Waterproof Cruises

Expedition Cruise Norway FAQ

Frequently asked questions about our Norway Expedition Cruises.

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General questions

Most common questions about our expedition cruises in Norway

During our trips from October until January you have the best possibilities to see whales and orcas. They usually come to the north of Norway during this period, however we can't guarantee any wildlife sightings.
Please note that days are short during the winter months. At the end of November, the polar night sets in. From mid-December until the second week of January it's too dark for us to go out on the water. Therefor, we don't offer any trips during this period. Have a look at the following website for the amount of daylight during our expeditions: https://www.timeanddate.com/sun/norway/tromso
Our trips are taking place during the winter months and we travel above the arctic circle. It can be calm and sunny weather, but rain, snow and even storms are not uncommon. Expect temperatures to be slightly below freezing during the day.
Embarkation/boarding usually starts at 4 pm on the first day. We will gather at a hotel near the harbour in the center of Tromso. From the hotel we will either walk to the ship or we will arrange transport if the ship is not docked in the city center.
Disembarkation is after breakfast on the last day. If you wish to leave earlier due to an early flight or excursion we are able to arrange early check-out.
If you are unable to arrive on time for boarding please contact your Expedition Leader. They will inform you what you should do.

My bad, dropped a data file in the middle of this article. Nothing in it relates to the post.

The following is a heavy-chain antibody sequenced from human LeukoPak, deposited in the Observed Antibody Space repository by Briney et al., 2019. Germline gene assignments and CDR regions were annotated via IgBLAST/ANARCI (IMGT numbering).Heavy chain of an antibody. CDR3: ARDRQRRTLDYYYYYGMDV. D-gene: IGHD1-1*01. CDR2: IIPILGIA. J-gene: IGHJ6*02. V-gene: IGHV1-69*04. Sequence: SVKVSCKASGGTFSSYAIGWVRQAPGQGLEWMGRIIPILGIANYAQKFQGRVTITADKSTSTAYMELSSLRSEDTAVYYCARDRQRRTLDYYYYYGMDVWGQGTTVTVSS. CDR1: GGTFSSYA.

The minimum age for children on our expedition cruises in Northern Norway is 12 years old. Due to the nature of our expeditions they must be under constant parental supervision and must share a cabin with their parent.
Please note that our polar snorkeling activity is accessible for passengers from 16 years and older but only when a drysuit is available in their size. The drysuits provided on board start from size extra small, which is a EU women's size 34. It is also allowed to bring your own drysuit.
Flying a drone is allowed, however it should always be in accordance with the expedition leader and captain before use. Please notify us when making your booking in case you would like to bring a drone.


We offer snorkeling on our Winter Whales of Norway voyages

No, you don’t need to snorkel and can enjoy the close whale encounters from the zodiac. You will have an excellent view on spy hopping and tale waving from the ship. Plus the beauty of the scenery and twilight are also amazing topside experiences.
For this trip we provide a dry suit, hood, gloves, fins, boots, mask and snorkel. Special Warmtec undergarment is not included in the price but can be rented on board. Learn more about polar snorkeling and our polar snorkeling package here.